Boko Haram attacks challenge to Nigeria's sovereignty - DHQ

NIGERIA-UNREST-KIDNAPPING

Major-General Chris Olukolade, Defence spokesman

DHQ spokesman, Major-General Chris Olukolade
DHQ spokesman, Major-General Chris Olukolade

Nigeria’s military on Friday said that increasing Boko Haram attacks were a challenge to the country’s sovereignty but rejected claims it was in denial about the seriousness of the threat.

“It is not only the pride and reputation of the military that is at stake but that of the entire nation,” said defence spokesman Chris Olukolade, calling for support for the armed forces.

“All steps are being taken to ensure the success of the counter-insurgency operations, especially at this crucial time when our sovereignty is being challenged,” he added.

Olukolade’s comments come a day after the United States said it was concerned by the upsurge in violence and the Islamists’ recent territorial gains in Nigeria’s far northeast.

The deteriorating security situation threatened Nigeria’s future and was a “sober reality check”, US Assistant Secretary of State Linda Thomas-Greenfield said.

She added: “The reputation of Nigeria’s military is at stake… We are past time for denial and pride.”

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A screengrab taken on August 24, 2014 from a video released by the Nigerian Islamist extremist group Boko Haram and obtained by AFP shows the leader of the Nigerian Islamist extremist group Boko Haram, Abubakar Shekau (C), delivering a speech at an undisclosed location.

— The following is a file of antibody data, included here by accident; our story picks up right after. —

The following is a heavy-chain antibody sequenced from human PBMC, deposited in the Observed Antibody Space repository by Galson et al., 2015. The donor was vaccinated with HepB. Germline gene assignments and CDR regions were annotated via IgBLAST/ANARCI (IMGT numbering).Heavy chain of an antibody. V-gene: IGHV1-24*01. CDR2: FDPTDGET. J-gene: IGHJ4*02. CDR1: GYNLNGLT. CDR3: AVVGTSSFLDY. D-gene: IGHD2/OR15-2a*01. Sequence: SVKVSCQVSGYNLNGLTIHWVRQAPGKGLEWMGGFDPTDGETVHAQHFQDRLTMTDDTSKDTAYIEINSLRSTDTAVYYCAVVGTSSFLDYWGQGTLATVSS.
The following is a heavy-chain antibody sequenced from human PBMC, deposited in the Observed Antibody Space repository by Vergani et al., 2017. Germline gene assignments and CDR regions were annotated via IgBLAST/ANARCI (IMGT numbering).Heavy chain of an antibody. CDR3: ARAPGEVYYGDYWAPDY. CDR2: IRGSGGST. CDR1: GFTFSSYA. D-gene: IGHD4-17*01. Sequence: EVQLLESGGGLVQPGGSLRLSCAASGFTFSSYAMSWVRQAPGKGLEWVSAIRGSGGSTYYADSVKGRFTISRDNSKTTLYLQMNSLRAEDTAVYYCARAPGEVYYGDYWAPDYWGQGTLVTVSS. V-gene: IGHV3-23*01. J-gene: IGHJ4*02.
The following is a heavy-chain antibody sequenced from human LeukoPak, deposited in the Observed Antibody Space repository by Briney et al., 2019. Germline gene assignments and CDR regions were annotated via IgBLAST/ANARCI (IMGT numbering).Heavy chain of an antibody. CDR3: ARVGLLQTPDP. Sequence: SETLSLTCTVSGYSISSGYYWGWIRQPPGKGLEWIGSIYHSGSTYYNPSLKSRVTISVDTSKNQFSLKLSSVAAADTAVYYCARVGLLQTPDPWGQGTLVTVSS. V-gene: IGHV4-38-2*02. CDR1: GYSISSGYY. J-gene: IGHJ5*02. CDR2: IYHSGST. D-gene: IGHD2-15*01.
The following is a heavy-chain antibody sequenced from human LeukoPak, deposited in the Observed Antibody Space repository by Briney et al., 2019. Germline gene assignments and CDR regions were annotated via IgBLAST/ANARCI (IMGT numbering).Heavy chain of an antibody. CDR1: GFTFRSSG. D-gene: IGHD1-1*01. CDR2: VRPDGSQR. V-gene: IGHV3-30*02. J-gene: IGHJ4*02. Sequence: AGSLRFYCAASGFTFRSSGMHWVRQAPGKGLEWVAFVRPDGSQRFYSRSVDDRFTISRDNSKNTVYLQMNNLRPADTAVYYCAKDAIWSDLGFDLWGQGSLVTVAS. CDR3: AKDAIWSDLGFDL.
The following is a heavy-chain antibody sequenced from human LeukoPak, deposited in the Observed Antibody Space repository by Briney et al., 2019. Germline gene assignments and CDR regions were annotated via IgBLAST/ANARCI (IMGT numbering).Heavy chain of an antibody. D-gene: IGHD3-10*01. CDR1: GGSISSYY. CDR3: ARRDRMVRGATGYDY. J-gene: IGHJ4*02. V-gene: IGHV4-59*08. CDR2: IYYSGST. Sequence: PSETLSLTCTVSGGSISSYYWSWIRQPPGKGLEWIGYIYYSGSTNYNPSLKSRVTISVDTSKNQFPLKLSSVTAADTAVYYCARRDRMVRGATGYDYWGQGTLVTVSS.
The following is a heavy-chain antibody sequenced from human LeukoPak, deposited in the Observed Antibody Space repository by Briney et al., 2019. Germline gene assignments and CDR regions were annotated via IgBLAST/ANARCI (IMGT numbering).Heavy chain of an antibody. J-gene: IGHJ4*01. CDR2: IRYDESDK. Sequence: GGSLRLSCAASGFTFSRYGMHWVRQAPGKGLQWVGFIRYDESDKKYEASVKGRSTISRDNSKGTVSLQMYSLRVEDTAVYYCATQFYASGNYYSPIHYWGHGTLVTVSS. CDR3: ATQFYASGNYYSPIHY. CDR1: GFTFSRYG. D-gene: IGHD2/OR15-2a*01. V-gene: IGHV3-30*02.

A screengrab taken on August 24, 2014 from a video released by the Nigerian Islamist extremist group Boko Haram and obtained by AFP shows the leader of the Nigerian Islamist extremist group Boko Haram, Abubakar Shekau (C), delivering a speech at an undisclosed location.

Analysts also warned this week that the government was on the brink of losing control in the northeast, after Boko Haram reportedly seized Bama, near the Borno state capital, Maiduguri.

Nigeria’s military high command have repeatedly denied that the insurgents have taken over towns and that hundreds of soldiers deserted their posts.

It has also dismissed as “empty” claims from Boko Haram’s leader, Abubakar Shekau, that the captured town of Gwoza, also in Borno, was now part of an Islamic caliphate.

In recent months there have been numerous reports that soldiers have refused to deploy to counter-attack Boko Haram. Troops have complained in particular that the insurgents are better armed.

Olukolade said military top brass were aware of the concern at home and abroad over the situation but added: “Everything will be done to reverse the situation and defeat the rampaging terrorists.”

The military was “more than ever determined and committed to the defence of the sovereignty and territorial integrity of Nigeria” and was “willing and ready to perform its duties with utmost diligence”, he said.